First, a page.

Plagiarism is worldwide

PAUL Mathews's article, "A system tailor-made for cheats" (HES, September 5) has done a serious injustice to the intellectual integrity of thousands of Asian students whose countries of origin happen to be those named in his article.

As someone possessing an undergraduate degree from Taiwan, and having obtained postgraduate degrees in Australia and in the UK as well as lecturing for several years in an Australian university, I believe Mathews's linkage of Asian culture with the cheating behaviour of plagiarism demonstrates how ill-informed he is in discussing this matter.

Plagiarism is a universal problem that confronts universities worldwide. It not only happens in Taiwan and in Australia but is prevalent in the US, the UK and other parts of the world. My lecturing experience confirms that plagiarism is practised by students from all cultures, not just Asians.

A very good question asked by Mathews is why cases being reported in Australia involving plagiarism are of overseas students and why they are almost always Asians. My observation is that it simply shows how the commercialisation of Australian universities has damaged the country's higher education.

While the chiefs of Australian universities are keen to do their overseas rounds, hand-shaking and banqueting with their Asian counterparts in the hope of signing memorandums of understanding and recruiting more Asian students to make up shortfalls in their university's income, university lecturers back in Australia are inundated by overseas students who possess different learning styles and expectations of what constitutes learning.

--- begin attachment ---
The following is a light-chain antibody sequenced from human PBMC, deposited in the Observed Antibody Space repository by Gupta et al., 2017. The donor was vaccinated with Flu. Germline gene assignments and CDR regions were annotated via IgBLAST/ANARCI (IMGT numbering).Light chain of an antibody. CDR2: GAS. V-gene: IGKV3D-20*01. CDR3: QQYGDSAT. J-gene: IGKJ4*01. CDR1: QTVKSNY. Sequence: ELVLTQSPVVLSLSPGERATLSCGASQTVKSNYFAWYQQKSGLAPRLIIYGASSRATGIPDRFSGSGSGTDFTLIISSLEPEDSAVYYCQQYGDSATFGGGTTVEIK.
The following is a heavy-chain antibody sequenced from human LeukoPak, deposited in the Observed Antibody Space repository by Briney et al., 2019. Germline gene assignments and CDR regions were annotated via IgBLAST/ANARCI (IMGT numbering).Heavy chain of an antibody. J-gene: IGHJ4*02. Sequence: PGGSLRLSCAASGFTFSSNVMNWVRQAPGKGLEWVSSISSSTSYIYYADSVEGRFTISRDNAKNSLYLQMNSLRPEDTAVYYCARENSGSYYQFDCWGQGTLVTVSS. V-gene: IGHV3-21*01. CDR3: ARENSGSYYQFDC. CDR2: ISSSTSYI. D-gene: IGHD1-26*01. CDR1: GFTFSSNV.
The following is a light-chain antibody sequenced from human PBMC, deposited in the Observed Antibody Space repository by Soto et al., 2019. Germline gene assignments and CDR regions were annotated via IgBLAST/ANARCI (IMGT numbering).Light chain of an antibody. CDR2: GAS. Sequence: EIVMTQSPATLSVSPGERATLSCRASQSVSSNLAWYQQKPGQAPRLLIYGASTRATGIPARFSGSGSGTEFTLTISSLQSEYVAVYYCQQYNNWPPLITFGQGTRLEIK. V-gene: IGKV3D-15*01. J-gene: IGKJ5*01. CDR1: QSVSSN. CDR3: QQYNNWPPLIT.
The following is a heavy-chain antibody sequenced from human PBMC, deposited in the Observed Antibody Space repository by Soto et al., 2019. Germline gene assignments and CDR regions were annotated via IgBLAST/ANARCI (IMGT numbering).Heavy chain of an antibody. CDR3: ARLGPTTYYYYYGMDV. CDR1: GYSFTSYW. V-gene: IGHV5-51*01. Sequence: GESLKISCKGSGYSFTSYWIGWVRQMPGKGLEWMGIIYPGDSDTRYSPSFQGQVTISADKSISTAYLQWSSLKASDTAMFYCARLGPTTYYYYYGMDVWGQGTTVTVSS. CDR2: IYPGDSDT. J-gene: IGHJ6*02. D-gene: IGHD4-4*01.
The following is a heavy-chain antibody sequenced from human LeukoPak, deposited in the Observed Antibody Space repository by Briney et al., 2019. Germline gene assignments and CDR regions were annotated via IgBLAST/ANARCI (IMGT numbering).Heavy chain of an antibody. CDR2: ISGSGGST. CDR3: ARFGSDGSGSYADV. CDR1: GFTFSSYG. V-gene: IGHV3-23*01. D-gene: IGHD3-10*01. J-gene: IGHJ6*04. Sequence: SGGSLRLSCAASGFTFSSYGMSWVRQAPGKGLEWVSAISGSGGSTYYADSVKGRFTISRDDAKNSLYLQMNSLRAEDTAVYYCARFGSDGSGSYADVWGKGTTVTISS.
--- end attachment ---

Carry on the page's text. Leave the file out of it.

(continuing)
Academics who are not adequately trained to cope with these students are not only frustrated in dealing with the mountains of paperwork imposed by administrators but are also confronted by equally frustrated students who hold different expectations as to the role of a teacher.

Plagiarism is an educational issue, not a mere cultural matter. Students from all cultures will and do exploit a system that exploits them. What is being compromised here is the integrity of education, something that is valued by all cultures.

While Mathews is fortunate to have enjoyed the position of being perceived as a venerated professor held in high respect, to a degree that many Australian educators can only envy, what is remarkable to me is that to dramatise the significance of his teaching strategies employed in his classroom, he casually throws in a statement about his Taiwanese students, saying that "this was probably the first time they had really been asked for their opinion".

This highlights his underlying values of what he believes to be a superior mode of learning. One needs to be reminded that what constitutes a superior mode of learning in human society continues to be a subject of debate. The attitude of Mathews in belittling, and being condescending towards his students and an education system and philosophy that he has little knowledge of, or no interest in exploring, is truly astonishing.

The Australian

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